Noninvasive continuous positive airway pressure (NIV-CPAP) is effective in patients with hypoxemic respiratory failure. Building evidence during the COVID-19 emergency reported that around 50% of patients in Italy treated with NIV-CPAP avoided the need for invasive mechanical ventilation. Standard NIV-CPAP systems operate at high gas flow rates responsible for noise generation and inadequate humidification. Furthermore, open-configuration systems require a high concentration of oxygen to deliver the desired FiO2 . Concerns outlined the risk for aerosolization in the ambient air and the possible pressure drop in hospital supply pipes. A new NIV-CPAP system is proposed that includes automatic control of patient respiratory parameters. The system operates as a closed-loop breathing circuit that can be assembled, combining a sleep apnea machine with existing commercially available components. Analytical simulation of a breathing patient and simulation with a healthy volunteer at different FiO2 were performed. Inspired and expired oxygen fraction and inspired and expired carbon dioxide pressure were recorded at different CPAP levels with different oxygen delivery. Among the main findings, we report (a) a significant (up to 30-fold) reduction in oxygen feeding compared to standard open high flow NIV-CPAP systems, to assure the same FiO2 levels, and (b) a negligible production of the noise generated in ventilatory systems, and consequent minimization of patients' discomfort. The proposed NIV-CPAP circuit, reshaped in closed-loop configuration with the blower outside of the circuit, has the advantages of minimizing aerosol generation, environmental contamination, oxygen consumption, and noise to the patient. The system is easily adaptable and can be implemented using standard CPAP components.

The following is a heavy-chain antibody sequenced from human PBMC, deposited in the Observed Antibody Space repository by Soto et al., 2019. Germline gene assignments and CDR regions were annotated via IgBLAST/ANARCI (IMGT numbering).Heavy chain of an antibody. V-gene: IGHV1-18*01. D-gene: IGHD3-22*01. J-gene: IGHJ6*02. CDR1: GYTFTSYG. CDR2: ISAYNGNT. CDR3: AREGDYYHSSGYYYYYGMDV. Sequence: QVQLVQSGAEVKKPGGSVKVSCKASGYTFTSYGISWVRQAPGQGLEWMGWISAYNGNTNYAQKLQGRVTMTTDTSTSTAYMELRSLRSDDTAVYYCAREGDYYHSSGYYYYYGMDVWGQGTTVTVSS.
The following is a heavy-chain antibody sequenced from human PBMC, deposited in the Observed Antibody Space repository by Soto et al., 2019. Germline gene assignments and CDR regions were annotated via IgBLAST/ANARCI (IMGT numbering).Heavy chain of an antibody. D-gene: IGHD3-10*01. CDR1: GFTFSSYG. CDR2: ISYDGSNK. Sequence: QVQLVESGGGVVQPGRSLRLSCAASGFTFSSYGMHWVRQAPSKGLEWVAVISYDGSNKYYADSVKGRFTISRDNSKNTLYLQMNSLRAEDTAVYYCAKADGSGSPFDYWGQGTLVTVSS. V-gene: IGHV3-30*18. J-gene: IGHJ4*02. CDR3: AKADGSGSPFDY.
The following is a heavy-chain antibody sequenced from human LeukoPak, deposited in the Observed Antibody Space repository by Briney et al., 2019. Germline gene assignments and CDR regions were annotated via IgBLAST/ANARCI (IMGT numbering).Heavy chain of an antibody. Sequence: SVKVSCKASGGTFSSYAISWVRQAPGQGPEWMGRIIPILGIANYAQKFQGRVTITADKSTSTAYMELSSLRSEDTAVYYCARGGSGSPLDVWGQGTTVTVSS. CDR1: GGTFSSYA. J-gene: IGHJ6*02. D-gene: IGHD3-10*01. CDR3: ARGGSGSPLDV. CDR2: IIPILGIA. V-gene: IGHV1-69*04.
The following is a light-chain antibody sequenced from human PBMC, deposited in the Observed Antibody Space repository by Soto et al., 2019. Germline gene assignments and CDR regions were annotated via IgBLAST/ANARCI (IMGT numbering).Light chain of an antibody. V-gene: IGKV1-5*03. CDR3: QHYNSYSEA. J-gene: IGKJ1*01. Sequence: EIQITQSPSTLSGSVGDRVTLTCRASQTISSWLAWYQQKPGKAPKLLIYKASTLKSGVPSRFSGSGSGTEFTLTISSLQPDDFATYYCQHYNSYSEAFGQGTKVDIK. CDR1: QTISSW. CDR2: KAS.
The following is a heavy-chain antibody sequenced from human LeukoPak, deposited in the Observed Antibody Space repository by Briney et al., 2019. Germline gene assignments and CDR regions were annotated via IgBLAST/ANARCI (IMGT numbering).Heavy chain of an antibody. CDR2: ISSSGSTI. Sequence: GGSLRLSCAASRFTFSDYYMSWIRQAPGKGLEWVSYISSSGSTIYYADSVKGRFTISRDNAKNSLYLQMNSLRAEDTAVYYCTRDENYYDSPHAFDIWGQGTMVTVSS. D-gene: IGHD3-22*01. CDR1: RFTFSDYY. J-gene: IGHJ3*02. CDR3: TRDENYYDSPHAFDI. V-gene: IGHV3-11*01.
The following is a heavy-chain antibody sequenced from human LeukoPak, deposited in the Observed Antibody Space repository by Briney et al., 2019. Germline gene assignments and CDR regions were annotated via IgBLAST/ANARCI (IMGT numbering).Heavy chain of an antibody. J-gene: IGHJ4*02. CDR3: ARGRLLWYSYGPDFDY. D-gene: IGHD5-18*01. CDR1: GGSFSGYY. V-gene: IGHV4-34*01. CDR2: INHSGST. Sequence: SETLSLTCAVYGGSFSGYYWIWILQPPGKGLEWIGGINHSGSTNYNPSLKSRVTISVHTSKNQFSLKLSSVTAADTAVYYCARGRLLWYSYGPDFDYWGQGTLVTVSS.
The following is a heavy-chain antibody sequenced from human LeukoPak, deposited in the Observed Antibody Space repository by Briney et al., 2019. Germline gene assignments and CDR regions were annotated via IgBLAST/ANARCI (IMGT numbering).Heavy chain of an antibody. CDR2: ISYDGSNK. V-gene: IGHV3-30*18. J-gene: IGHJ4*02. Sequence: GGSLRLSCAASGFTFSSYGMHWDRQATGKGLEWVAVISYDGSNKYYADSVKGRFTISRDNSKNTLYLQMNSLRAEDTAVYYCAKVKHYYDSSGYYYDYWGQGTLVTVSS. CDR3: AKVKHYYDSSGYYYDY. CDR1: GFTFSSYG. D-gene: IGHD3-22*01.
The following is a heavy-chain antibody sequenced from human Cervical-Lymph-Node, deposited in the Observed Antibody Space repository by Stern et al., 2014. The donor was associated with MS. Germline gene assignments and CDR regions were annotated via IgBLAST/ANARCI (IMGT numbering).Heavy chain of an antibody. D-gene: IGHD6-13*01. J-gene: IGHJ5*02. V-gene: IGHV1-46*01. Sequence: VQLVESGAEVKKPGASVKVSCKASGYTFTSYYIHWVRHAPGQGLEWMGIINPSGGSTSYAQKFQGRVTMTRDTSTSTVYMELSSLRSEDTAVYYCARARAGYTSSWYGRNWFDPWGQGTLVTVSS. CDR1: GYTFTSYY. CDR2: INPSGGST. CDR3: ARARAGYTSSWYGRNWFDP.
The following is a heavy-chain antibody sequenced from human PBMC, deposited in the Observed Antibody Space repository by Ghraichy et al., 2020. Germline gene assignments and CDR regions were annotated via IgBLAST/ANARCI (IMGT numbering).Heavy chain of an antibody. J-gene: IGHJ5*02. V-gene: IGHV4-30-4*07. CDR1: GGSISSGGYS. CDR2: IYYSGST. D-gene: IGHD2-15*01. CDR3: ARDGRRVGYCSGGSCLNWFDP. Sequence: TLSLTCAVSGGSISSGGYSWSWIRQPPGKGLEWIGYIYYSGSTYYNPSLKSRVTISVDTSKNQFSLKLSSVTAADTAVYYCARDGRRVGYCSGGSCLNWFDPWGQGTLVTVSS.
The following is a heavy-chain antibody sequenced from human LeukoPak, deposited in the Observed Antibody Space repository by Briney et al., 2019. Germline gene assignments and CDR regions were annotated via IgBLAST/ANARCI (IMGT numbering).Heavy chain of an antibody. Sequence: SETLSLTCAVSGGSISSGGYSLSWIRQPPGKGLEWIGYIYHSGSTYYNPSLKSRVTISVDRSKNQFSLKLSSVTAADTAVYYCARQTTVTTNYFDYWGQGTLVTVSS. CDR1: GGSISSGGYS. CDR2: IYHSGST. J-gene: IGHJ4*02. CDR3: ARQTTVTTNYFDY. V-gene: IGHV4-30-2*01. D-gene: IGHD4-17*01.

Keywords: airborne dispersion; antiviral filter; closed breathing circuit; continuous positive airway pressure; noise reduction; noninvasive ventilation; respiratory gas monitoring.
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